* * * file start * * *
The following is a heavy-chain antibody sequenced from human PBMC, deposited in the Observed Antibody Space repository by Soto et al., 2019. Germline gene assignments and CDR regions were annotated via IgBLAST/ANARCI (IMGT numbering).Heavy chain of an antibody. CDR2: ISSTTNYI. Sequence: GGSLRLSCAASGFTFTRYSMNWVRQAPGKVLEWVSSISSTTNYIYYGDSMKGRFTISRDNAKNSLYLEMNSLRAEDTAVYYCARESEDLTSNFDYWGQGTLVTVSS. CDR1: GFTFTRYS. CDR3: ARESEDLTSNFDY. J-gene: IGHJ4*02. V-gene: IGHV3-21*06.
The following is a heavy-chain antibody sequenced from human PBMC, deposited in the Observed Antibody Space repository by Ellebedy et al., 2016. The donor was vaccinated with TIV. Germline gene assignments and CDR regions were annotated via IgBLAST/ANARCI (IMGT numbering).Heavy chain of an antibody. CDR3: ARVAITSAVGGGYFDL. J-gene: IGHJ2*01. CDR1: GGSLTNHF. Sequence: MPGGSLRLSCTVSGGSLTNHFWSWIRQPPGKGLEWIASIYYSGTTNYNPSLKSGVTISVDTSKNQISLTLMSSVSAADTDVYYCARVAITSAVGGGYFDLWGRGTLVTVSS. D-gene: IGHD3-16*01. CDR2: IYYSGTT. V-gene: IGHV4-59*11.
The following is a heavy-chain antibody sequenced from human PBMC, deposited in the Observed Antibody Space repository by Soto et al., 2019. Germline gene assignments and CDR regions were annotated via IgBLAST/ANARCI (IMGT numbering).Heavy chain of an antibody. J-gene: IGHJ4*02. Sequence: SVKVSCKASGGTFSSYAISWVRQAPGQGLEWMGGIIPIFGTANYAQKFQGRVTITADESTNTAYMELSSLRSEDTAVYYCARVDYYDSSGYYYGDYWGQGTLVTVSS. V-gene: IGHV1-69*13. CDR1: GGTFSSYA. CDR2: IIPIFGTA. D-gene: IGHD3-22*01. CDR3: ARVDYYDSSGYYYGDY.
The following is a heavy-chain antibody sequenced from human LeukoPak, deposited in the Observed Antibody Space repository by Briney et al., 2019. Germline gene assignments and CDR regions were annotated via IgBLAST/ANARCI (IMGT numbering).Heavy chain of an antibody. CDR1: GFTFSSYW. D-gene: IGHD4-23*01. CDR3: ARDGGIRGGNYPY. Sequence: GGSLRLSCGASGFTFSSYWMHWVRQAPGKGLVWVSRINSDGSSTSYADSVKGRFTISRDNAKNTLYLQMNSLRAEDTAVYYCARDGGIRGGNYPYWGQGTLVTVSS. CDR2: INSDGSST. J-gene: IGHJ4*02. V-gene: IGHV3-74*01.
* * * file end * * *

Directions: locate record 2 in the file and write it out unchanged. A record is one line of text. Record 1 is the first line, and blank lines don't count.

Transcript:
The following is a heavy-chain antibody sequenced from human PBMC, deposited in the Observed Antibody Space repository by Ellebedy et al., 2016. The donor was vaccinated with TIV. Germline gene assignments and CDR regions were annotated via IgBLAST/ANARCI (IMGT numbering).Heavy chain of an antibody. CDR3: ARVAITSAVGGGYFDL. J-gene: IGHJ2*01. CDR1: GGSLTNHF. Sequence: MPGGSLRLSCTVSGGSLTNHFWSWIRQPPGKGLEWIASIYYSGTTNYNPSLKSGVTISVDTSKNQISLTLMSSVSAADTDVYYCARVAITSAVGGGYFDLWGRGTLVTVSS. D-gene: IGHD3-16*01. CDR2: IYYSGTT. V-gene: IGHV4-59*11.